Art Review: But Wait, There's More
Regier creates what look like vintage toys from the 1950s, complete with accessories and their original boxes. The detail in both the toys and the graphic design of the boxes makes it feel as if they were fatefully discovered at a thrift store or estate sale. But, in fact, they are meticulously hand-crafted contemporary sculptures, with a subversive sense of humor to boot.
On waist-high shelves are works like the All-American “average” man action figure John Manshaft. Manshaft makes several appearances in the show, each time engaged in either a mundane activity or a manly adventure, such as the Antarctic Action figure, where he is a frigid pale blue, has grown a wilderness beard, and is accompanied by a can of sprayable snow.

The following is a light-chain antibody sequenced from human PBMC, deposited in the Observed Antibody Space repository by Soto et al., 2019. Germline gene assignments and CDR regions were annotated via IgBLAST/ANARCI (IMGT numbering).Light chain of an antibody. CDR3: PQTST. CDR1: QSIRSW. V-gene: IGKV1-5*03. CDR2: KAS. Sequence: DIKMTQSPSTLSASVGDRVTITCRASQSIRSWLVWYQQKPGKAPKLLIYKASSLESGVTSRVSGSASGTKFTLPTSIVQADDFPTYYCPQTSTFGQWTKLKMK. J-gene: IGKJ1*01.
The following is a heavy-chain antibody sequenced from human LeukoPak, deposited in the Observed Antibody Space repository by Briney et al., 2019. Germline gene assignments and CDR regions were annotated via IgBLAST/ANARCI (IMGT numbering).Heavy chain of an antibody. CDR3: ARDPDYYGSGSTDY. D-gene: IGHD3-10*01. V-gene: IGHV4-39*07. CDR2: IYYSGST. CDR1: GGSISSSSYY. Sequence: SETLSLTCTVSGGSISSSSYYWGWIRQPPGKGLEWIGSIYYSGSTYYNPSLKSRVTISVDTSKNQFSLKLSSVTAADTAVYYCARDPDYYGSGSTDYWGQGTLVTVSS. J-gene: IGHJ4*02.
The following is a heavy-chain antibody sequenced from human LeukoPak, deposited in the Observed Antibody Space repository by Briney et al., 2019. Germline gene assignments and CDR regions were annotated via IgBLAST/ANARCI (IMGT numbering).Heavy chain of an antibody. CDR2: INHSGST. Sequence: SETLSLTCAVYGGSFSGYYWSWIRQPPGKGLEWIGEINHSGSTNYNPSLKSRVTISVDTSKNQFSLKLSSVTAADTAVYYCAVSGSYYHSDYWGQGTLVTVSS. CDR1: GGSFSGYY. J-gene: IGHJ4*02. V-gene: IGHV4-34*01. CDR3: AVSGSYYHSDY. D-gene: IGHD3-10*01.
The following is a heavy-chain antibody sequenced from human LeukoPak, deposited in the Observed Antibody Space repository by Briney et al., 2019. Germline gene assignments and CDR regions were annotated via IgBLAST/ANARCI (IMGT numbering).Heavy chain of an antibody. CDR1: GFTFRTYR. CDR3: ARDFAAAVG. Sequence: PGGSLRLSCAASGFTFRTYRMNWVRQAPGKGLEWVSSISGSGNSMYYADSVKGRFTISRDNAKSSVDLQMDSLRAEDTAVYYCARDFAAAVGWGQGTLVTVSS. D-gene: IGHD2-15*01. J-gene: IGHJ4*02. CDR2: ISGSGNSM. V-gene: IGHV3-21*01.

One of the more elaborate works is a train set, but upon reading the fine print of the box, it is actually a Man Waiting for the Train Set. This plug-in toy features a single-rail train station and a lone man sitting on a bench. His head wobbles as he turns and looks down the line in anticipation. While humorous at first, this work has a strong Waiting for Godot undercurrent, drawing the viewer to a place where larger, less-childlike questions loom.
And this is what makes Regier’s work brilliant. The disarming nature of a kid’s toy offers an immediate sense of delight and nostalgia. But spend enough time with it and complex questions about American culture, society, and history unfold.